Show 1151: What Was the First Immunotherapy for Cancer?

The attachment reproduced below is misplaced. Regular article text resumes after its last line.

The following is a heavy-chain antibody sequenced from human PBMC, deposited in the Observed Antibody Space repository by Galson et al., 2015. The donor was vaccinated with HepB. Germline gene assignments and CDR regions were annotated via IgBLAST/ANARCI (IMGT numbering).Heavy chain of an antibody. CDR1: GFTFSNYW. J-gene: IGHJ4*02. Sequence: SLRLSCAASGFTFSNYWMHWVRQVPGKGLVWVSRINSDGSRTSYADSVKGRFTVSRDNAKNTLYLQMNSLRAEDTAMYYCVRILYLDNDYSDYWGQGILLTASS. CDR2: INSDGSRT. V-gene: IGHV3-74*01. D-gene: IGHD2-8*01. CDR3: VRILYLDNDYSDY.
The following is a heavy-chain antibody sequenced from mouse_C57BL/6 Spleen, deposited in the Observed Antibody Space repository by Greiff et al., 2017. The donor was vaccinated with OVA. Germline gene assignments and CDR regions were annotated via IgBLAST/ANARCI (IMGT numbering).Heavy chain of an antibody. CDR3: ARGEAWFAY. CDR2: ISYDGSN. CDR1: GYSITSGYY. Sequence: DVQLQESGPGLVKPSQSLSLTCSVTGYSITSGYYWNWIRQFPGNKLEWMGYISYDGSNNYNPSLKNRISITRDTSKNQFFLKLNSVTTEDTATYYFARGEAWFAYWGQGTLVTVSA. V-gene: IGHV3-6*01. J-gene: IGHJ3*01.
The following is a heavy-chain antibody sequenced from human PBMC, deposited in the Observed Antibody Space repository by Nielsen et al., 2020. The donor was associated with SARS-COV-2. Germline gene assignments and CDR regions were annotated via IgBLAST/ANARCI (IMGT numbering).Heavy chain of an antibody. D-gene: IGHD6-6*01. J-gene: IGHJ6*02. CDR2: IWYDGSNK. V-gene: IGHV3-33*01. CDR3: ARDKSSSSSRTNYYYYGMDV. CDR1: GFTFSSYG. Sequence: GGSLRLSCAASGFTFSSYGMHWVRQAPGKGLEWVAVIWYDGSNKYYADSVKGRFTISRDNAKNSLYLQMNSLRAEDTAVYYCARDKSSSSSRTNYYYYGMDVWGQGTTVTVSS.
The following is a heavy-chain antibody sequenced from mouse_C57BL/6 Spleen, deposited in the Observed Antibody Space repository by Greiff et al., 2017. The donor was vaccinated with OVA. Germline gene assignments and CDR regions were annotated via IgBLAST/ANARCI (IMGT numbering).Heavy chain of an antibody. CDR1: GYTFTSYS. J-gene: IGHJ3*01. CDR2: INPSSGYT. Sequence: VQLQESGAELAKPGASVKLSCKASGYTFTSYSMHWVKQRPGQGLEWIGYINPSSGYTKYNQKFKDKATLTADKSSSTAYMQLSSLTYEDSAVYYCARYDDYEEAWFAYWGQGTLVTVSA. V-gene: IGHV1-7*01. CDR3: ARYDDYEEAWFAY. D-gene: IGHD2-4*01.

Back at the turn of the 20th century, the only treatment for most types of cancer was surgery. When a young New York doctor lost his first patient to sarcoma despite treating her by the book, he began to look for other approaches. What he came up with was actually the first immunotherapy for cancer. Dr. William Coley discovered that some cancer patients with strep infections developed high fevers and subsequently had their tumors regress. He worked out a way to induce fever with a bacterial toxin, dubbed Coley's toxin. This first immunotherapy for cancer had quite an impressive success rate. What Happened to the First Immunotherapy for Cancer? Coley's toxin was used by many doctors during the first part of the 20th century. When conventional chemotherapy was developed mid-century, it displaced Coley's toxin. Dr. Coley's approach was largely forgotten for decades. Around the turn of the 21st century, entrepreneur Don MacAdam attempted to produce it commercially, but his efforts were thwarted by regulatory agencies such as HealthCanada and the FDA. Does the First Immunotherapy for Cancer Hold Any Lessons for Our Time? Immunotherapy is now one of the most promising new treatments for many types of cancer. Some medicines, such as CAR-T , are designed specifically for individual patients and teach their immune systems to attack the cancer. Understanding how Coley's toxin worked against cancer also helps us understand these modern medications. Oncologists are now using immunotherapy in conjunction with chemotherapy to kill cancer cells and get a better response. Find out how the lymphatic system is involved in this way of treating cancer and how doctors try to determine which patients will respond best. How can families stay up to date on the latest treatments? One resource we discuss with Dr. Evans is ClinicalTrials.gov This Week's Guests: Don MacAdam is the former head of MBVax Bioscience and the author of The Reinvention of Coley's Toxins that tells the story of a small company with limited financial resources that proved a modern version of the first immunotherapy for cancer was able to induce complete and lasting regressions of cancers that no longer responded to conventional therapies. His book is available at Amazon: https://www.amazon.com/The-Reinvention-of-Coleys-Toxins/dp/0995921822 Sharon S. Evans, PhD, is a Professor of Oncology in the Immunology Department at Roswell Park Comprehensive Cancer Center in Buffalo, New York. Dr. Evans is a past president of the international Society for Thermal Medicine, which honored her this past year with the J. Eugene Robinson Lifetime Achievement Award. Her research program is focused on the inflammatory cues that positively or negatively impact our protective immune system during infection or medical treatments such as cancer immunotherapy. Roswell Park was one of the very first comprehensive cancer centers designated by the National Cancer Institute, in 1972. https://www.roswellpark.org/ https://www.roswellpark.org/immunotherapy https://www.roswellpark.org/cancertalk Filip Janku, MD, PhD, is Associate Professor in the Department of Investigational Cancer Therapeutics of the Division of Cancer Medicine at the The University of Texas MD Anderson Cancer Center in Houston, TX. Listen to the Podcast: The podcast of this program has been extended to include more of Don MacAdam's story. It also includes an interview with Filip Janku, MD, PhD. He is an Associate Professor in the Department of Investigational Cancer Therapeutics of the Division of Cancer Medicine at The University of Texas MD Anderson Cancer Center in Houston, TX. His research, published in Science Translational Medicine, demonstrated that injecting bacterial spores into tumors can be a successful treatment. Here is a description from the journal Science. The podcast will be available the Monday after the broadcast date. The show can be streamed online from this site and podcasts can be downloaded for free. CDs may be purchased at any time after broadcast for $9.99. Buy the CD Download the mp3 (Choose mp3 from the pulldown menu above the "Add to Cart" button)